The industrial gas and hardgoods distribution business across the United States has been searching for growth since the economic downturn that began with the recession in late 2008. Welding and Cutting (W&C) gases and hardgoods are at the heart of the US distributor business.
The 2016 market for the welding industry is keeping pace with key welding and cutting sectors within Industrial Production (IP), with revenue growth results differing for gases versus hardgoods.
W&C gases have fared better during the economic slump over the past few years primarily because of the contribution of cylinder rental and welding specialty gases to revenues. Hardgoods growth has been down reflecting the downturn in fabricated metals, machinery, aerospace, and energy sectors and the appearance that companies are holding off on capital expenditures in an election year. Distributors’ W&C business has been additionally affected by the increasing use by customers of online stores such as Amazon, Fastenal, and Grainger.
Ken Thompson, consultant to industrial gas and hardgoods distributors, noted that distributors should use these slow times to really look at their businesses to evaluate their cost-to-serve metrics to increase margins and increase productivity. Some of the distributors that are faring better in this economic environment have already done this by implementing continuous improvement programs or use tracking software to improve cylinder asset utilization and distribution and selling costs.
Welding and Cutting Industry Forecasts
The second quarter 2016 Industrial Distribution survey by Baird Equity Research, a poll of industry experts in different geographic regions to forecast welding business activity, confirmed the trajectory of W&C business is split by gases versus hardgoods. The Gases and cylinder rental 2Q16 revenue growth was 2.7% with pricing of 0.8% as a part of that. The forecast for gases and cylinder rental for 3Q16 is also 2.7% while the 2016 yearly forecast is for overall revenue growth of 3.3%. In contrast, the hardgoods 2Q16 revenue growth was -2.5 % with pricing of 1.2%. The forecast for Hardgoods for 3Q16 is -1.5% while the 2016 yearly forecast is for an overall revenue decline of -0.6%. According to the Baird survey, welding hardgoods revenue growth has now decelerated for five straight quarters with any growth coming from pricing.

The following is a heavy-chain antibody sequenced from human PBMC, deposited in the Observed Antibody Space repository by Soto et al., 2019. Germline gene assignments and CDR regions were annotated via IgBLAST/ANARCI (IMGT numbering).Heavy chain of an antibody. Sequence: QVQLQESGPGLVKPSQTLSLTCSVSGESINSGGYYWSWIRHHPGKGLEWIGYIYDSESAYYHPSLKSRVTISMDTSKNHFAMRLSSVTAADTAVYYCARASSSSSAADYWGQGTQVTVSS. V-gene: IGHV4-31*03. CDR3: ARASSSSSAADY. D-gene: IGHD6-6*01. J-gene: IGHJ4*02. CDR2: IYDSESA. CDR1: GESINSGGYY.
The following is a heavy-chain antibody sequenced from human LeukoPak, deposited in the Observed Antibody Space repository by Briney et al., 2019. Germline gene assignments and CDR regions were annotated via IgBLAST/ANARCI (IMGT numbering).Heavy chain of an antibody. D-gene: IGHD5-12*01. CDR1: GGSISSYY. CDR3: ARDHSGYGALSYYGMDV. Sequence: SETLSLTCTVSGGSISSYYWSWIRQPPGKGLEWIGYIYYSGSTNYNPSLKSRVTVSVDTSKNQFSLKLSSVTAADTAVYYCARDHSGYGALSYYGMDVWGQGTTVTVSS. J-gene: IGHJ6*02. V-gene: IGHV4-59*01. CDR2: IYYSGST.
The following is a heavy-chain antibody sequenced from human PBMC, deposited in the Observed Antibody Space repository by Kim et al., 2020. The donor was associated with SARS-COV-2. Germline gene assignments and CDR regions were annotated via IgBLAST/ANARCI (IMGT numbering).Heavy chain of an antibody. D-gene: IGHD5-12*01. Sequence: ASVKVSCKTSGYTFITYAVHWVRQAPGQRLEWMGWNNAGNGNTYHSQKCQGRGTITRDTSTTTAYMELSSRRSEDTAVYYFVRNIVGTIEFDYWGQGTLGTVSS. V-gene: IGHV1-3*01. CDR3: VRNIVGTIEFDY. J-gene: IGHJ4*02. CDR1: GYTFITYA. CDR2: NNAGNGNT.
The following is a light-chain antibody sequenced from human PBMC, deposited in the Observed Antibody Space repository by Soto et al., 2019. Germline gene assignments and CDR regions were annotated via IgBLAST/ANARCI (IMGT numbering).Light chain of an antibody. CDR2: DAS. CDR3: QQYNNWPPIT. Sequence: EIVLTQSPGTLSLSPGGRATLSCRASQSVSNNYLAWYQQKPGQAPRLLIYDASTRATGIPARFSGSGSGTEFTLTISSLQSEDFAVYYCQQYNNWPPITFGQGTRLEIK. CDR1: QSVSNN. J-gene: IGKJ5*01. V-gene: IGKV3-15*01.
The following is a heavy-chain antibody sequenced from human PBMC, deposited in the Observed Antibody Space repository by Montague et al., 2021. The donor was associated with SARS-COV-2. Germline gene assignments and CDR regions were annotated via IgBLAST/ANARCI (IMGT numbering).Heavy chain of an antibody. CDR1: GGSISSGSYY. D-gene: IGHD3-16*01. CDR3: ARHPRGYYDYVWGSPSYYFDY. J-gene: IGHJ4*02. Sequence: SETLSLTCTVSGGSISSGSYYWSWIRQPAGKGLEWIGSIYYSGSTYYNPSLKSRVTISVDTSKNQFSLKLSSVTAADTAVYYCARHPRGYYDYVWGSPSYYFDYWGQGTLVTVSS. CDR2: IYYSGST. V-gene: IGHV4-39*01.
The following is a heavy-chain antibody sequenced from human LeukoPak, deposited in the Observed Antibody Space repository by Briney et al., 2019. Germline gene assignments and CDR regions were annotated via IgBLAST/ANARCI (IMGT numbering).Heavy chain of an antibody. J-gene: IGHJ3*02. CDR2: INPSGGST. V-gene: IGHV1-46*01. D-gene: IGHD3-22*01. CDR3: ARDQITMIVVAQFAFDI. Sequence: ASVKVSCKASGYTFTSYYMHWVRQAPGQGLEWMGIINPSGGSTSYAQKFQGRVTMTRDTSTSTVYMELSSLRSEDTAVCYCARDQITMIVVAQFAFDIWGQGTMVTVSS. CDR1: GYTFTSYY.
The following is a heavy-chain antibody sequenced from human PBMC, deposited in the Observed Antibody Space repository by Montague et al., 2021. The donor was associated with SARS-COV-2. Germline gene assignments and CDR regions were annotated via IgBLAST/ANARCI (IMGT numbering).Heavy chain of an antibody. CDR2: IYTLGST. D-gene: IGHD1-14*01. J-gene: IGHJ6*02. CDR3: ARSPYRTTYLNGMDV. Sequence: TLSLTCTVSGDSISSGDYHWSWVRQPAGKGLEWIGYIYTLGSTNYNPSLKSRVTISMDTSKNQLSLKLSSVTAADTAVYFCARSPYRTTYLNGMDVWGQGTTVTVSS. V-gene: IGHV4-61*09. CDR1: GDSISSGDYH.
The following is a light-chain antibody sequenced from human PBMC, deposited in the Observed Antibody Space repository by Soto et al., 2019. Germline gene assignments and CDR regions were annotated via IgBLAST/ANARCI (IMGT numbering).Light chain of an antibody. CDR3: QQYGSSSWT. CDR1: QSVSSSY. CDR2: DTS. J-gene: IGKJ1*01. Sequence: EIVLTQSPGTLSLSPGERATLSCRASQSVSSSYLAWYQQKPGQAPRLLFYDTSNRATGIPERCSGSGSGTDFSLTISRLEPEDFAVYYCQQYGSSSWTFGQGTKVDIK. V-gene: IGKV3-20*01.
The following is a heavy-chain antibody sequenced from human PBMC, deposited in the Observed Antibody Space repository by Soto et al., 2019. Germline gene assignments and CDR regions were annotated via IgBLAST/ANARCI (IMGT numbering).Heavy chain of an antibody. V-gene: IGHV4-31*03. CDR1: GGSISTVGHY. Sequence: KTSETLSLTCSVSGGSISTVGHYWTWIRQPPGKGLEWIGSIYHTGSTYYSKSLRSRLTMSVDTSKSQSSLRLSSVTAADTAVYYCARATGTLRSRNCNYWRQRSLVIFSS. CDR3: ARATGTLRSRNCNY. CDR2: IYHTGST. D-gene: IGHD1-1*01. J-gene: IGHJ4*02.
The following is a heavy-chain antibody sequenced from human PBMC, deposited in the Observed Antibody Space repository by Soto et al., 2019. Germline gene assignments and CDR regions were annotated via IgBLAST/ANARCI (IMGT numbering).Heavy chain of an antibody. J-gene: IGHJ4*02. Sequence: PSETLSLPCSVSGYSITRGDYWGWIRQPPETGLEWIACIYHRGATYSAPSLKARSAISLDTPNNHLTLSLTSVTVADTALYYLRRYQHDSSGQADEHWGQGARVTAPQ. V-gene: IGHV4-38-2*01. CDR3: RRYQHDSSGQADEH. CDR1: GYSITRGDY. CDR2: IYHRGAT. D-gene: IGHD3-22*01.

Distributor comments regarding the W&C noted that growth has varied greatly by market and some are wondering if the industry consolidation, most recently Air Liquide’s acquisition of Airgas, could help long-run margins for distributors as they could potentially pick up new business. The recent news that Praxair and Linde are in talks about merging is sure to continue to fuel this speculation.
Welding and Cutting Sector Forecasts
Key welding and cutting business sectors include construction, fabrication, automotive, electronic instruments, aerospace, shipbuilding, and energy. Activity in these sectors has varied by US region as noted in the July 2016 US Federal Reserve Beige Book which comments on the current economic conditions by the twelve Federal Reserve districts. The twelve districts by geographic region are the East (Boston, New York, and Philadelphia), South (Richmond and Atlanta), Central (Chicago, Minneapolis, and Cleveland), Southwest (Dallas, St. Louis, and Kansas City), and West (San Francisco).
The July 2016 Beige Book district reports portrayed mixed growth across industries within manufacturing. Cleveland, Richmond, Chicago, and Minneapolis noted increased demand for construction materials or equipment, but Dallas reported that among construction-related manufacturers, demand was mixed over the reporting period and slightly down from a year earlier. Metal manufacturers in the Richmond district indicated that new orders had risen, Chicago reported growth in steel demand, and producers in Cleveland were encouraged by an increase in domestic steel prices, but reported little change in demand. San Francisco noted that steel producers benefited from reduced overseas competition, but reported somewhat weak demand for other manufactured metal goods. Philadelphia and Dallas also cited weakness in primary metals. Boston, Philadelphia, Cleveland, Chicago, and Dallas reported weakness tied to reduced demand from the energy sector.
The energy sector remained weak across districts as oil drilling continued to decrease in Minneapolis, Kansas City, and Dallas. While natural gas drilling was little changed over this reporting period in Cleveland, demand was rising and output in that district remained at historic highs; natural gas extraction increased in Richmond since the previous report.
In the East, Boston and Philadelphia reported increasing sales in manufacturing. In Boston, 10 out of 11 manufacturing firms reported increased sales. In Philadelphia, the makers of instruments, industrial machinery, and fabricated metal products noted the greatest improvement from the prior period and compared with the prior year. Some of these manufacturers included makers of tools, scientific equipment and jet engines that require W&C gases and hardgoods.
The interview with Tom Crowley, ARCO Welding and Supply Company of Malden, Massachusetts (also in this issue, see related articles, below), highlighted the fact that they are thriving in the greater Boston area construction and fabrication business because they have an extensive inventory of welding equipment, welding supplies, and welding accessories, in addition to its large selection of industrial gases. They are a primary supplier of welding consumables and gases to Boston construction projects.